Composite materials are used to make bows for archery and rifle stocks, Vanderpool said.

Groesbeck is encouraging Mesalands' involvement in outdoor equipment, but his current ambitions for the college also include expansion of the North American Wind Research and Training Center to include solar energy education and training, and a hands-on media center to develop skills in film, video production and web design.

Groesbeck is also seeking to expand agriculture and agri-business education at Mesalands, and increased use of the college's science laboratories.

In addition, he plans make Mesalands a resident campus, one that hosts students from elsewhere who live in the area while studying.

He also seeks to make Mesalands a center for developing entrepreneurship, teaming with Vanderpool to adapt the former ALCO store's 40,000-square-foot site to be a "business incubator," a low-cost space that new or expanding businesses can use to launch new ventures.

Groesbeck said his plans to expand the college's training and education opportunities will help attract more talent to Tucumcari and Quay County

Groesbeck, an economist by education, said a study done in recent years, for him, solved an old "chicken-and-egg" problem for economists: "What comes first, people or jobs?"

The answer, Groesbeck said, "is clearly people."

People equate to a workforce, he said.

"What's the first thing someone looking for a factory site or a large facility looks for in an area?" he asked, answering, "a workforce. If it's not there, they don't go there."

The next question for Quay County, he said, echoing Erickson, is, "What attracts people to Quay County?"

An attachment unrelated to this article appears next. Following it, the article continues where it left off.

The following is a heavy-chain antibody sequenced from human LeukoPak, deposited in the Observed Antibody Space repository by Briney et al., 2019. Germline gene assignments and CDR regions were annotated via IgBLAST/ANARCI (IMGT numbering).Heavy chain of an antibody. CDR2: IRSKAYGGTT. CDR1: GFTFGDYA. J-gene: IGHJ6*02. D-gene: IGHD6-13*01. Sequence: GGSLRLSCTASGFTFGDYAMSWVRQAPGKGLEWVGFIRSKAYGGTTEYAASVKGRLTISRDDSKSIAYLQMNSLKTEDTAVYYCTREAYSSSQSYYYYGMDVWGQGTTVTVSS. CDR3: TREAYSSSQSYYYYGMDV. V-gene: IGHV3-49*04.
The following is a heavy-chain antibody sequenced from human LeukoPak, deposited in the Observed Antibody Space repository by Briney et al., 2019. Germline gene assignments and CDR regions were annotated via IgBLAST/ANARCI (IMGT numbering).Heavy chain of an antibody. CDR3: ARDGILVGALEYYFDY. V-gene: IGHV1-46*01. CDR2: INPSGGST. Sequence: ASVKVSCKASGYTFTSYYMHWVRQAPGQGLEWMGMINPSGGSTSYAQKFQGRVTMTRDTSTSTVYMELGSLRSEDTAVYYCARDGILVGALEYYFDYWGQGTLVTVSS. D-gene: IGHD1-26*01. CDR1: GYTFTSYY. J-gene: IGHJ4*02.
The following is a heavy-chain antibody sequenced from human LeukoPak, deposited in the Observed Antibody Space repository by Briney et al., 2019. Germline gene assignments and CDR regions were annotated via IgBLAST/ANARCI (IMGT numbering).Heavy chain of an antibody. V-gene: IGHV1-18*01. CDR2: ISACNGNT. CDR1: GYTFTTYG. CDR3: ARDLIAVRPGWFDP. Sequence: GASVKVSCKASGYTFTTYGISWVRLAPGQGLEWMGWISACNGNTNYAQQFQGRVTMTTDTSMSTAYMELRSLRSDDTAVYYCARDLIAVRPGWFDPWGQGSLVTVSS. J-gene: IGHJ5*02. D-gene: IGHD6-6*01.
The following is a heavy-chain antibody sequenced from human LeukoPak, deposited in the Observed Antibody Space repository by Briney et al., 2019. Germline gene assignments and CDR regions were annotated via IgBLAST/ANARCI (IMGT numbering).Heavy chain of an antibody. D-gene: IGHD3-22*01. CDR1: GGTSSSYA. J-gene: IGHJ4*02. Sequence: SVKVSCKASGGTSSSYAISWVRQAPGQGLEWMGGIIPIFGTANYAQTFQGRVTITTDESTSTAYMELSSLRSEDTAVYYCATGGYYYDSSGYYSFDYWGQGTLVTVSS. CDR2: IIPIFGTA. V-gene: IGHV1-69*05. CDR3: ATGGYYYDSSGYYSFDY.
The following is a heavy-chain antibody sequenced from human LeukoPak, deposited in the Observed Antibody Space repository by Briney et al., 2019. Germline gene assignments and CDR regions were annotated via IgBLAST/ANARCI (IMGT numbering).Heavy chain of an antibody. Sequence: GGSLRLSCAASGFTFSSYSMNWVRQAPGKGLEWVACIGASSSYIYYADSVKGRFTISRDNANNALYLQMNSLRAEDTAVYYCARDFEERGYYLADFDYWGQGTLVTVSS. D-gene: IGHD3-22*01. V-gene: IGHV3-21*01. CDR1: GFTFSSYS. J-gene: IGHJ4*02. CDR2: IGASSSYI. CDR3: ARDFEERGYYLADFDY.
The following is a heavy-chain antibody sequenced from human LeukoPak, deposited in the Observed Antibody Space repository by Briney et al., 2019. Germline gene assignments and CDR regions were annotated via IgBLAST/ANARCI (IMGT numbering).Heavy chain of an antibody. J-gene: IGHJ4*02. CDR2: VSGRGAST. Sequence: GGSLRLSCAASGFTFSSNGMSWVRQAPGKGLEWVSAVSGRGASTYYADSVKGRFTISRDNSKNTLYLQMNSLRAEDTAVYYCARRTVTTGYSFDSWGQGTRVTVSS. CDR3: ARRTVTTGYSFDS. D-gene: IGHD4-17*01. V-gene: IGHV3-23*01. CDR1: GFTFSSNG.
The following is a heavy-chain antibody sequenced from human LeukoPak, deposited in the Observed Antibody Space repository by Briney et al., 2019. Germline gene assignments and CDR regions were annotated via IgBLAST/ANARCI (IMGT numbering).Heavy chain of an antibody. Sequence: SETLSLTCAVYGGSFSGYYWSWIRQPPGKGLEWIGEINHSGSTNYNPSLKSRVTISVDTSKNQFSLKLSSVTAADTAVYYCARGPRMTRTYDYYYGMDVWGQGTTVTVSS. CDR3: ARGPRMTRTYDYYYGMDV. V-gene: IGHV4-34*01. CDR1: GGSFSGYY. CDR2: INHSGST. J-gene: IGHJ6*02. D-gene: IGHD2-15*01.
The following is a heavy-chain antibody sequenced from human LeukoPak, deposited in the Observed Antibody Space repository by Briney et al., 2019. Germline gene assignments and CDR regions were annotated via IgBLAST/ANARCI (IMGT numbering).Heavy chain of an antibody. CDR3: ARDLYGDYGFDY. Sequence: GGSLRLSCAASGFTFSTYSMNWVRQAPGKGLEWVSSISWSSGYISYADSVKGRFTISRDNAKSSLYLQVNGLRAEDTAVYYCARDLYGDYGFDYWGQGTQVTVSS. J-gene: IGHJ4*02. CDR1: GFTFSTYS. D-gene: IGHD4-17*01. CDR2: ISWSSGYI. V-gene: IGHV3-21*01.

His plans to recruit resident students at Mesalands, coupled with other features he said the county should be actively marketing, should be attracting more people to the county.

The county's attractions, he said, include scenic beauty, a pleasant climate, Ute Lake and Conchas Lake nearby, and the presence of a hospital, the community college and golf courses, including the Tucumcari Municipal Golf Course and courses at Ute and Conchas lakes.

"What are we doing to market the amenities of Quay County?" he asked.

Locally, he said, the city and county should "prime the pump" with "good government, community pride and leadership."

Retirement community

Groesbeck also agreed with Charles Lehman, treasurer of the New Mexico Career Development Center, and Robert Grassberger, a professor emeritus at the University of New Mexico, that Tucumcari is among many rural New Mexico cities and towns that would make excellent retirement communities.

Vanderpool met Grassberger and Lehman at a recent conference on the prospect of retirement communities in New Mexico. Among the subjects discussed was developing a "Certified Retirement Community" designation for New Mexico municipalities.

Lehman particularly noted Mesalands as an attraction for retirees.

"Research shows that retirees look for a community college" when they seek out their retirement homes.

Lehman also said retirees would enjoy Tucumcari's "opportunities for fishing" at Ute and Conchas lakes.

In addition, Tucumcari offers the nostalgia of old Route 66, a collection of museums, a reasonable climate "free of earthquakes and hurricanes and only a rare threat of tornadoes," its low cost of living and low property taxes.

In addition, he said, "More retirees are seeking rural lifestyles. They don't want to go to urban areas like Albuquerque and Santa Fe."

He suggested Tucumcari should seek out a retirement community developer like Del Webb, the company that founded Sun City, a well-known retirement community in Arizona.

Grassberger said the state as a whole could benefit from an effort to keep retirees in-state, especially as the meaning of retirement is changing to include alternate activities and ventures as well as leisure.

"Retirees are two to three times more likely to start a company than a millennial," Grassberger said in an interview with New Mexico Business First. "And why wouldn't they? They have the knowledge, they have the resources and they have the time."

While most community leaders see the possible end of the racino dream as a major setback, they also seem to agree that, as Vanderpool noted, "It doesn't mean the end for Tucumcari" or the county.